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The Carletonian

The Carletonian

The Carletonian

From Bilbo Baggins to bumble bees, EDB explores with grace

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With an overflowing audience on opening night, Experimental Dance Board, EDB, performed both their Friday and Saturday night shows to a packed Weitz dance studio. The performance consisted of 13 different dances and approximately 45 different dancers.

Sixth weekend’s event was the second show put on by EDB this year. Formed with the mission of creating a student-run organization that gives Carleton students a unique chance to choreograph or dance with a fully produced show, EDB accepts dancers and choreographers alike from a variety of dance backgrounds.

This diversity of experience levels was apparent among the dancers in the show. While everyone who performed danced with passion and intention, dancers with technical backgrounds or large amounts of experience were obvious to this untrained eye.

The root of diversity among the choreographers, apparent to the audience, was not the level of expertise but the assortment of creative visions. With everything from a dance inspired by the Lord of the Rings to a parody of children playing, the show offered a variety of dance styles and moods.

This kept the show engaging throughout the 90-minute performance and when one dance lacked intrigue, the next offered a complete transition. The ordering of the program highlighted this range of dance extremely well by constantly shifting tempos, moods, and even colored lighting.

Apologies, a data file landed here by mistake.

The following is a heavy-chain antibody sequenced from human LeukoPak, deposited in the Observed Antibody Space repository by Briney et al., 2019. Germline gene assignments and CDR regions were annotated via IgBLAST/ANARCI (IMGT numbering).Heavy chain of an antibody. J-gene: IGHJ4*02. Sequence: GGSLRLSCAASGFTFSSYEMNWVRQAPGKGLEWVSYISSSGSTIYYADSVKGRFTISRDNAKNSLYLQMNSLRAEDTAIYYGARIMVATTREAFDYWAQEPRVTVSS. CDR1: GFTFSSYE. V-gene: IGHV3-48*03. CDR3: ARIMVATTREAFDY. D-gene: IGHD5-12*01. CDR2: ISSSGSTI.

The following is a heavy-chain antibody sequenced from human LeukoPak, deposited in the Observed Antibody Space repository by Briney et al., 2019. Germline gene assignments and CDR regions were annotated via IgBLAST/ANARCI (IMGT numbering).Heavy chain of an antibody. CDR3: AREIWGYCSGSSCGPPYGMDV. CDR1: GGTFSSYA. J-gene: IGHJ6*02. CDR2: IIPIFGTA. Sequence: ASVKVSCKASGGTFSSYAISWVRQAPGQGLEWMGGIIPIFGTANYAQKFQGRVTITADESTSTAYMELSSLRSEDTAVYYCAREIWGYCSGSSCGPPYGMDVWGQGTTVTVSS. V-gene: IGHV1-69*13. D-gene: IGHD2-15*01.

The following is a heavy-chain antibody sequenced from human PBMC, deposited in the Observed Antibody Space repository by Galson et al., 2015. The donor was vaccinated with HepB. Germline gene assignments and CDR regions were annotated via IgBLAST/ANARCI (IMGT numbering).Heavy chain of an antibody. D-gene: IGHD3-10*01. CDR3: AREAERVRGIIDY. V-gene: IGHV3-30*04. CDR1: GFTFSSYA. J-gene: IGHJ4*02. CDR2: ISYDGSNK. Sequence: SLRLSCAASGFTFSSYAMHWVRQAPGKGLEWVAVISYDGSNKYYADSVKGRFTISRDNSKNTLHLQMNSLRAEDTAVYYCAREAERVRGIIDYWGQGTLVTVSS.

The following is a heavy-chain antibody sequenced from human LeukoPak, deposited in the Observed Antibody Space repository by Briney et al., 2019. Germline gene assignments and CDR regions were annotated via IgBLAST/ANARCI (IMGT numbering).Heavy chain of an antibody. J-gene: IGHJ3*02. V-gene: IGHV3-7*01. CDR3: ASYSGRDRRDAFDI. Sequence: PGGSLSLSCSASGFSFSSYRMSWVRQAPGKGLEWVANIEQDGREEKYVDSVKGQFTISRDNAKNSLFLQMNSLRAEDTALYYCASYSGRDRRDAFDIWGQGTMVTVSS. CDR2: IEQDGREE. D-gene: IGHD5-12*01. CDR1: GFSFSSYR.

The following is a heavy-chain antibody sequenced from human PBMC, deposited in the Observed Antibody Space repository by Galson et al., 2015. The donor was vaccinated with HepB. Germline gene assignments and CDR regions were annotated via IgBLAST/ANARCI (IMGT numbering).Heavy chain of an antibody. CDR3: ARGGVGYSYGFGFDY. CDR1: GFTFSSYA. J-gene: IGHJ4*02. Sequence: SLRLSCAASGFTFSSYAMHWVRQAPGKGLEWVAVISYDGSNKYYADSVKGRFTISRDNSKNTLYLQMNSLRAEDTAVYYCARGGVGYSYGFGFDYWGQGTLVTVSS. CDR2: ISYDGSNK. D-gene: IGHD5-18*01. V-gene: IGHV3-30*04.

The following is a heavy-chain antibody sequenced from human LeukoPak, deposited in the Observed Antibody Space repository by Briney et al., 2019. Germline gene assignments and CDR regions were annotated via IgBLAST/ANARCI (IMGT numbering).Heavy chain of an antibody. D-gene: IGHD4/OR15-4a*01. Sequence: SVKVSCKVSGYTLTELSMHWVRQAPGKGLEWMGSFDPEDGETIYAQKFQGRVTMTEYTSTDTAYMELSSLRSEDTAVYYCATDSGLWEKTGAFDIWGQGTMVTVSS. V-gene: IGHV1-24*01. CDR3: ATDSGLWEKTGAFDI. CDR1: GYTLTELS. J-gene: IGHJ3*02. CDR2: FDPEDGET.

The one word I would use to describe the show, despite its apparent irony, would be experimental. One dance, “Tolkien’s Ents,” was a personal favorite that used reading from J.R.R. Tolkien for the majority of the piece instead of traditional music. By keeping the audience members focused on the narration, each movement associated perfectly with a word or phrase, not a note or rhythm. While perhaps a bit unconventional, the idea played well in this setting and perfectly encapsulated the infamous childhood favorite.

Another dance featured only one dancer: Kate Cieslowski ’15. Throughout the piece, she would pull a magic marker from her neatly kept bun and write something on her skin. Admittedly, I could not read what she wrote in those brief moments of heavy breathing and anticipation, but her raw emotion played out well on the stage and her movements entranced this viewer for the entire three-minute piece.

While not every dance’s meaning was evident to this audience member, the strength of the collective group of dancers was their ability to capture the emotions hidden in each piece. Whether through facial expressions or rigidity of movements, seeing each individual’s interpretation of the piece was my favorite part of the night.

Most of my criticisms of the performance were too trivial and unimportant to mention. The only sizable complainant about the evening was the show’s lack of range in size of dances. There was only one dance with more than six people and I would have liked it if the show had contained a few larger dances.

Having said that, if the next EDB show is the same quality as this one, I will be excited to watch their next performance. The overall show was high energy, entertaining, and a nice change of pace from Carleton’s usual arts events.

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